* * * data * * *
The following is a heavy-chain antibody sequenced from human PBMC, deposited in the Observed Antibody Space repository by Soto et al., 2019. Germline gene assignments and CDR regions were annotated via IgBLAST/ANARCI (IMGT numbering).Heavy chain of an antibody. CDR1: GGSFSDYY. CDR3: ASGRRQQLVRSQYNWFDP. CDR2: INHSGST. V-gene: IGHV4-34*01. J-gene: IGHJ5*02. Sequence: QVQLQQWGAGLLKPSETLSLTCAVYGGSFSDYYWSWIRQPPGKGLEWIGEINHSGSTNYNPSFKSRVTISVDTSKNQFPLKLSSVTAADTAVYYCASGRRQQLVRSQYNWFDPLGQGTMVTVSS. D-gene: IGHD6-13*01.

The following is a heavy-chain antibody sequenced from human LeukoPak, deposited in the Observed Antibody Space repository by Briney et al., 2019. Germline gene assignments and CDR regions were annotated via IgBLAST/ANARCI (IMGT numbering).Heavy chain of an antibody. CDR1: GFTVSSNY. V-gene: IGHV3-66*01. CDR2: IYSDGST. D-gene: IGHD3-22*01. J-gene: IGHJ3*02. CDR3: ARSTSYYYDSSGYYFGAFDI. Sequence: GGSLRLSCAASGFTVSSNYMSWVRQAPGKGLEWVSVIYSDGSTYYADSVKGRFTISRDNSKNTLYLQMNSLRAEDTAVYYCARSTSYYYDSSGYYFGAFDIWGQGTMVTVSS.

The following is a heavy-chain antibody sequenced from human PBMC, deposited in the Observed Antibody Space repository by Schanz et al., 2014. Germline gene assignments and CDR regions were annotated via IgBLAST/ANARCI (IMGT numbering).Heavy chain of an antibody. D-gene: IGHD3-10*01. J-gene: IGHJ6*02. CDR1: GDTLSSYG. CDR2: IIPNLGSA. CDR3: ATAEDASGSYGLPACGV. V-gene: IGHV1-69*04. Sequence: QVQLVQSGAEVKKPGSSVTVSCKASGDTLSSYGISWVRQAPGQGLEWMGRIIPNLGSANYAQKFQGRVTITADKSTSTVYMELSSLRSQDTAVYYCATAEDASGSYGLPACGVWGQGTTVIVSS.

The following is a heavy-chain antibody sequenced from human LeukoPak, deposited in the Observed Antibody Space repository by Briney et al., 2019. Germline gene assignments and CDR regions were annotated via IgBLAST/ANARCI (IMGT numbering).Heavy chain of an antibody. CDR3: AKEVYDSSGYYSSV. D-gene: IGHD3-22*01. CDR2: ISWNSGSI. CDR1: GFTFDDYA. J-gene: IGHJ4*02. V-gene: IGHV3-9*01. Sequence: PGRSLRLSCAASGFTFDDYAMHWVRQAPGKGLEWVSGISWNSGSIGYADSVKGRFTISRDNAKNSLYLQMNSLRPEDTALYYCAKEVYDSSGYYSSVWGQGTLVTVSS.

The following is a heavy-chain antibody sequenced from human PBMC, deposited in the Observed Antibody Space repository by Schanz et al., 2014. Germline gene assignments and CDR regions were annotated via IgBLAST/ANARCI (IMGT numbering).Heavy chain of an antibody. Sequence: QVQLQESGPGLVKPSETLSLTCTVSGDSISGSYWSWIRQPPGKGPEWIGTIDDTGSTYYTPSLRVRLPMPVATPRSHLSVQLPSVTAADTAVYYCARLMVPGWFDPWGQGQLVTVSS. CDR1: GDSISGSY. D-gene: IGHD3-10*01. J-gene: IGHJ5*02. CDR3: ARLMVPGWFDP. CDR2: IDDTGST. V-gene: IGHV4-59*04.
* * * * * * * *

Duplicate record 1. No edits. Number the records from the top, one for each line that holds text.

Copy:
The following is a heavy-chain antibody sequenced from human PBMC, deposited in the Observed Antibody Space repository by Soto et al., 2019. Germline gene assignments and CDR regions were annotated via IgBLAST/ANARCI (IMGT numbering).Heavy chain of an antibody. CDR1: GGSFSDYY. CDR3: ASGRRQQLVRSQYNWFDP. CDR2: INHSGST. V-gene: IGHV4-34*01. J-gene: IGHJ5*02. Sequence: QVQLQQWGAGLLKPSETLSLTCAVYGGSFSDYYWSWIRQPPGKGLEWIGEINHSGSTNYNPSFKSRVTISVDTSKNQFPLKLSSVTAADTAVYYCASGRRQQLVRSQYNWFDPLGQGTMVTVSS. D-gene: IGHD6-13*01.